Give thanks to the Lord, for his great love is without end.
Year: B(II). Psalm week: 1. Liturgical Colour: Green.
He was educated at Lindisfarne under Aidan. He became abbot of Lastingham and was chosen to be bishop of Northumbria, but St Wilfrid contested his appointment, and Chad obediently withdrew. He was then sent as bishop to Mercia, where he founded the see of Lichfield. His ministry there was very short (he died at Lichfield on 2 March 672), but he was immediately revered as a saint because of the holiness of his life, his outstanding humility, and his dedication to preaching of the Gospel.
Like his brother Chad, he was educated at Lindisfarne under Aidan. He founded many monasteries and was sent as a bishop to evangelize the East Saxons. He established his see at Bradwell in Essex. He died at his monastery at Lastingham in Yorkshire on 26 October 664, of the plague.
About the author of the Second Reading in today's Office of Readings:
|Second Reading: St Augustine of Hippo (354 - 430)|
Augustine was born in Thagaste in Africa of a Berber family. He was brought up a Christian but left the Church early and spent a great deal of time seriously seeking the truth, first in the Manichaean heresy, which he abandoned on seeing how nonsensical it was, and then in Neoplatonism, until at length, through the prayers of his mother and the teaching of St Ambrose of Milan, he was converted back to Christianity and baptized in 387, shortly before his mother’s death.
Augustine had a brilliant legal and academic career, but after his conversion he returned he returned home to Africa and led an ascetic life. He was elected Bishop of Hippo and spent 34 years looking after his flock, teaching them, strengthening them in the faith and protecting them strenuously against the errors of the time. He wrote an enormous amount and left a permanent mark on both philosophy and theology. His Confessions, as dazzling in style as they are deep in content, are a landmark of world literature. The Second Readings in the Office of Readings contain extracts from many of his sermons and commentaries and also from the Confessions.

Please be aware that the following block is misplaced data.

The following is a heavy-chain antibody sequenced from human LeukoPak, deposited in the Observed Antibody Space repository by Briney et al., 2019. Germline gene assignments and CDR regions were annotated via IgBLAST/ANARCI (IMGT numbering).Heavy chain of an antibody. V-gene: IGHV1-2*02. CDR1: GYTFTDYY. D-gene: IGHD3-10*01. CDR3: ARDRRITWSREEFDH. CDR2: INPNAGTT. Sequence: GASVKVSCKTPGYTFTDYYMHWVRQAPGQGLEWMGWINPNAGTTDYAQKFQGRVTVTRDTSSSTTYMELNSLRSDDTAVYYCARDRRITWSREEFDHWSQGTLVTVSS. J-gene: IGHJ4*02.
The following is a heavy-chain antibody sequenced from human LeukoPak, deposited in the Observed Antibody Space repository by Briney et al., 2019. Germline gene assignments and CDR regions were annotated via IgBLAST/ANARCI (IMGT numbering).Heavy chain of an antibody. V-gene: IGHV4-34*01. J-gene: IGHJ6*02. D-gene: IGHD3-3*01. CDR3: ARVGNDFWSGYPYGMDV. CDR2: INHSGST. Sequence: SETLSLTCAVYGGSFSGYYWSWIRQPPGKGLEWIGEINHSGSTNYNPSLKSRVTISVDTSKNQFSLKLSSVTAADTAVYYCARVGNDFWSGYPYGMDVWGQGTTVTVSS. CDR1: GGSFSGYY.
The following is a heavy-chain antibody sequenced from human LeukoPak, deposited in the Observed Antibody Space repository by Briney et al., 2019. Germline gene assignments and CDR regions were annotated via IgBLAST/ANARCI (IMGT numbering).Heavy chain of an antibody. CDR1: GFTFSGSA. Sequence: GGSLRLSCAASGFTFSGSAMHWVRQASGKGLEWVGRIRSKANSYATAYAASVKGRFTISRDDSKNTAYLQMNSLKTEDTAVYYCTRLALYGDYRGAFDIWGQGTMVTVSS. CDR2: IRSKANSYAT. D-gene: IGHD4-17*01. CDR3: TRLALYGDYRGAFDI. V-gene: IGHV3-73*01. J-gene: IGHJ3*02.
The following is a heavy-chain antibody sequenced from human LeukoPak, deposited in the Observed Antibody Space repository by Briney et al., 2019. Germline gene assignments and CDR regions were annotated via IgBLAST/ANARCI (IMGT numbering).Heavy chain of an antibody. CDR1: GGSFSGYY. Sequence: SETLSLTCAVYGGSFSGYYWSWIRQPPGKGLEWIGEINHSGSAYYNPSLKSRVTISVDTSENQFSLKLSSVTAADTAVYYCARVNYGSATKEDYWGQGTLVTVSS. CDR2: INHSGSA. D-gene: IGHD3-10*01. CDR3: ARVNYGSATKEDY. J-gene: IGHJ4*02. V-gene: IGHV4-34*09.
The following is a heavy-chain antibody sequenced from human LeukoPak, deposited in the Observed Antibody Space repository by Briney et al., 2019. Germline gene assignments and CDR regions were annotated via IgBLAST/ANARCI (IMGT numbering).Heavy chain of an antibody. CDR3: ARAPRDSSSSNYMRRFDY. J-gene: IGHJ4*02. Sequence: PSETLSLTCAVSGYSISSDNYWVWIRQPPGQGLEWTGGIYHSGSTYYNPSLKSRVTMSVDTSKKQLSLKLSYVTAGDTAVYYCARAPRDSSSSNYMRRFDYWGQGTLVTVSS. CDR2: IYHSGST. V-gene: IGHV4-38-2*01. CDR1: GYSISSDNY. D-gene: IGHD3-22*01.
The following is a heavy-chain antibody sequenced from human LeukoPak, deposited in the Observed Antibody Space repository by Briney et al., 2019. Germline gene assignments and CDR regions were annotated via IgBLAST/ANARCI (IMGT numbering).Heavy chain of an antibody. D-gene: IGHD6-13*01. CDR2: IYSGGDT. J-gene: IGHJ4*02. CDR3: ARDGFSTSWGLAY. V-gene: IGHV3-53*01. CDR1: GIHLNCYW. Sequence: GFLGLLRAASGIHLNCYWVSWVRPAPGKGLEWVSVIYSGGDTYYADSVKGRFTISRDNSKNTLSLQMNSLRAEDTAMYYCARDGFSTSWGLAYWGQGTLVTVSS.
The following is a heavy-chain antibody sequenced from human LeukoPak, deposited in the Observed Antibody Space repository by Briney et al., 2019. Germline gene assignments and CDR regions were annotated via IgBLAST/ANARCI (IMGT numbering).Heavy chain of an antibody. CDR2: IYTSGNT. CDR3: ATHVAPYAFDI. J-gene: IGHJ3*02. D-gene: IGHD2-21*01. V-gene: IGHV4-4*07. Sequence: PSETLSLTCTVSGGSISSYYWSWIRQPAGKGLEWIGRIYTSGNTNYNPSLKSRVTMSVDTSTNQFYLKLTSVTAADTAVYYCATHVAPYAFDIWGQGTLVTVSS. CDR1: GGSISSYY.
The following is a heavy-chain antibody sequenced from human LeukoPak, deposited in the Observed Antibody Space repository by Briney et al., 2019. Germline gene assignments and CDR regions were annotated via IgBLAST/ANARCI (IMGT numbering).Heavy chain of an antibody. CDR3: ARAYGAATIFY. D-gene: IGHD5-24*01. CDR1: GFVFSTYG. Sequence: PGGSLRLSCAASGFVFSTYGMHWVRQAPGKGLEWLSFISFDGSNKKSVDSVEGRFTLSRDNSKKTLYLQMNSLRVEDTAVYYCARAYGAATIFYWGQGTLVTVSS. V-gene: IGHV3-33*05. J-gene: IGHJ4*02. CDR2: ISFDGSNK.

The theological virtue of hope is symbolized by the colour green, just as the burning fire of love is symbolized by red. Green is the colour of growing things, and hope, like them, is always new and always fresh. Liturgically, green is the colour of Ordinary Time, the season in which we are being neither especially penitent (in purple) nor overwhelmingly joyful (in white).
|Mid-morning reading (Terce)||Philippians 2:2-4 ©|
Be united in your convictions and united in your love, with a common purpose and a common mind. There must be no competition among you, no conceit; but everybody is to be self-effacing. Always consider the other person to be better than yourself, so that nobody thinks of his own interests first but everybody thinks of other people’s interests instead.
|Noon reading (Sext)||2 Corinthians 13:4 ©|
He was crucified through weakness, but still he lives now through the power of God. So then, we are weak, as he was, but we shall live with him, through the power of God, for your benefit.
|Afternoon reading (None)||Colossians 3:12-13 ©|
You are God’s chosen race, his saints; he loves you, and you should be clothed in sincere compassion, in kindness and humility, gentleness and patience. Bear with one another; forgive each other as soon as a quarrel begins. The Lord has forgiven you; now you must do the same.
Free audio for the blind
Office of Readings for Friday of week 29
Morning Prayer for Friday of week 29
Evening Prayer for Friday of week 29
Full page including sources and copyrights